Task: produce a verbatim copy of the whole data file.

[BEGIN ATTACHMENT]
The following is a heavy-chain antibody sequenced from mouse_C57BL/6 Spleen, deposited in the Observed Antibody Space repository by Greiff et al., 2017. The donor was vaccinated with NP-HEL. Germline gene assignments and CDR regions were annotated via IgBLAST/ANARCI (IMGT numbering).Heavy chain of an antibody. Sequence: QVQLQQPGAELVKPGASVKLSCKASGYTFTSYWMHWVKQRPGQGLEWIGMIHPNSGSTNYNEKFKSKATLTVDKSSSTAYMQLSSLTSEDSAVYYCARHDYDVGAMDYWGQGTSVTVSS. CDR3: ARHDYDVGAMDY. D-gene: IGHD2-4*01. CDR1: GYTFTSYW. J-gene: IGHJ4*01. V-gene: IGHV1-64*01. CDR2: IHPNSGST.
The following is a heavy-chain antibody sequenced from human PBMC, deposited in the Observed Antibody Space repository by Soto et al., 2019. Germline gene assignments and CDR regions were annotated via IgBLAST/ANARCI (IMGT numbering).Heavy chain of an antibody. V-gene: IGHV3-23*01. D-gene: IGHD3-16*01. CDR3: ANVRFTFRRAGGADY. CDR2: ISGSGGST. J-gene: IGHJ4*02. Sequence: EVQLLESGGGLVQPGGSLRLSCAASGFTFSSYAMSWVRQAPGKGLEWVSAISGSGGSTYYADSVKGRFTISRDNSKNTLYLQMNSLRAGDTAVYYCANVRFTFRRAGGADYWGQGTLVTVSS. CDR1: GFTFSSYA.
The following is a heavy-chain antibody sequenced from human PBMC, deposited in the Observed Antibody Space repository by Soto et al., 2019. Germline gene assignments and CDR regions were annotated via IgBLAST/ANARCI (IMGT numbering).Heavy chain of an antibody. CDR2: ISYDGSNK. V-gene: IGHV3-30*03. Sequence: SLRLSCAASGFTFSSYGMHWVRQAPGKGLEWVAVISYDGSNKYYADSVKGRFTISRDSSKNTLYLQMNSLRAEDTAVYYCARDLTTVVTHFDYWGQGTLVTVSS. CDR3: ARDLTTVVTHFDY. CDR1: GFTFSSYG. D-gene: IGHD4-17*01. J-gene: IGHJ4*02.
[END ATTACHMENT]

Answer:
The following is a heavy-chain antibody sequenced from mouse_C57BL/6 Spleen, deposited in the Observed Antibody Space repository by Greiff et al., 2017. The donor was vaccinated with NP-HEL. Germline gene assignments and CDR regions were annotated via IgBLAST/ANARCI (IMGT numbering).Heavy chain of an antibody. Sequence: QVQLQQPGAELVKPGASVKLSCKASGYTFTSYWMHWVKQRPGQGLEWIGMIHPNSGSTNYNEKFKSKATLTVDKSSSTAYMQLSSLTSEDSAVYYCARHDYDVGAMDYWGQGTSVTVSS. CDR3: ARHDYDVGAMDY. D-gene: IGHD2-4*01. CDR1: GYTFTSYW. J-gene: IGHJ4*01. V-gene: IGHV1-64*01. CDR2: IHPNSGST.
The following is a heavy-chain antibody sequenced from human PBMC, deposited in the Observed Antibody Space repository by Soto et al., 2019. Germline gene assignments and CDR regions were annotated via IgBLAST/ANARCI (IMGT numbering).Heavy chain of an antibody. V-gene: IGHV3-23*01. D-gene: IGHD3-16*01. CDR3: ANVRFTFRRAGGADY. CDR2: ISGSGGST. J-gene: IGHJ4*02. Sequence: EVQLLESGGGLVQPGGSLRLSCAASGFTFSSYAMSWVRQAPGKGLEWVSAISGSGGSTYYADSVKGRFTISRDNSKNTLYLQMNSLRAGDTAVYYCANVRFTFRRAGGADYWGQGTLVTVSS. CDR1: GFTFSSYA.
The following is a heavy-chain antibody sequenced from human PBMC, deposited in the Observed Antibody Space repository by Soto et al., 2019. Germline gene assignments and CDR regions were annotated via IgBLAST/ANARCI (IMGT numbering).Heavy chain of an antibody. CDR2: ISYDGSNK. V-gene: IGHV3-30*03. Sequence: SLRLSCAASGFTFSSYGMHWVRQAPGKGLEWVAVISYDGSNKYYADSVKGRFTISRDSSKNTLYLQMNSLRAEDTAVYYCARDLTTVVTHFDYWGQGTLVTVSS. CDR3: ARDLTTVVTHFDY. CDR1: GFTFSSYG. D-gene: IGHD4-17*01. J-gene: IGHJ4*02.